A Tale of Two Cities Themes, Symbols, and Motifs

This Storyboard That activity is part of the lesson plans for A Tale of Two Cities


A Tale of Two Cities Themes, Symbols, and Motifs

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Activity Overview


Themes, symbols, and motifs come alive when you use a storyboard. In this activity, students will identify themes and symbols from the novel, and support their choices with details from the text.


A Tale of Two Cities Themes to Look For and Discuss

The Destructive Nature of Revenge

Madame Defarge’s brother, brother-in-law, father, and sister either died or were murdered by the Marquis St. Evrémonde twin brothers. It makes sense that Mme. Defarge would be extremely bitter towards these men who used their privilege to destroy her entire family. Her thirst for revenge, however, goes beyond the brothers to Charles Darnay, the son, nephew, and heir of the Marquis. She believes that Darnay should pay for the sins of his family, despite the fact that he renounced his title and property years before. She also wants to destroy his wife, Lucie, and their daughter, to end the bloodline for good. Mme. Defarge’s desire to avenge her family ultimately leads to her own destruction at the hands of Miss Pross, but also backfires because Charles is rescued from death by Carton.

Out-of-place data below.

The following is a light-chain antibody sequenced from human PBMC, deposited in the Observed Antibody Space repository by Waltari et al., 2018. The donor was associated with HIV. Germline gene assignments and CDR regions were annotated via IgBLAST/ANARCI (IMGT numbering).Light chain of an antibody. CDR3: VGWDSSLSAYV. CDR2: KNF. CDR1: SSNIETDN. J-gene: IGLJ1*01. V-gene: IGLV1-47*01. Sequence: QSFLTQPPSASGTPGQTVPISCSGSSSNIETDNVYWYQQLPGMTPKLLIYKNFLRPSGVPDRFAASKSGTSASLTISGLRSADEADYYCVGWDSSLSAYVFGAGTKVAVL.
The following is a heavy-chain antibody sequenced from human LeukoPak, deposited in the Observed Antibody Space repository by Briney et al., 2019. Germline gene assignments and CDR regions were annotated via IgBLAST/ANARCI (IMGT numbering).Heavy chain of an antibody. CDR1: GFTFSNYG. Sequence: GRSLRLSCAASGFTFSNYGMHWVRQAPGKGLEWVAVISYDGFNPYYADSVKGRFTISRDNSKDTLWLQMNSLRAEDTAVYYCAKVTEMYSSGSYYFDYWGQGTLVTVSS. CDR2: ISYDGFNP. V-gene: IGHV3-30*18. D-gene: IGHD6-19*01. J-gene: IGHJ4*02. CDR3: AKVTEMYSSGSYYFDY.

Revolution

The French Revolution was caused by a number of things, including drought and poor harvests, increased taxation, and oppression of the Third Estate. Being stuck in a cycle of poverty and injustice is a powerful motivator for people to move towards change, and with the recent Declaration of Independence by the United States from England, the commoners were beginning to realize the power the will of the people have over their rulers. However, Revolution for the French was a double-edged sword: while they initially fought for noble causes like their rights as citizens and as men, radical factions of the movement quickly turned the revolution into a bloodbath, ushering in the Reign of Terror where the cause was maintaining power.


Resurrection

The title of the first book, “Recalled to Life”, deals with the resurrection of Dr. Manette from his imprisonment. In a sense, he is being physically resurrected because his daughter Lucie believed him to be dead; metaphorically, he is being resurrected as Lucie helps to pull him out of his prisoner mindset. The novel also deals with Sydney Carton’s resurrection from hopelessness to fulfillment as he rediscovers his humanity by sacrificing his own life to save Charles Darnay’s. In addition, through this sacrifice, Darnay is able to walk away from death and live a renewed life with his wife and daughter.


The Importance of Sacrifice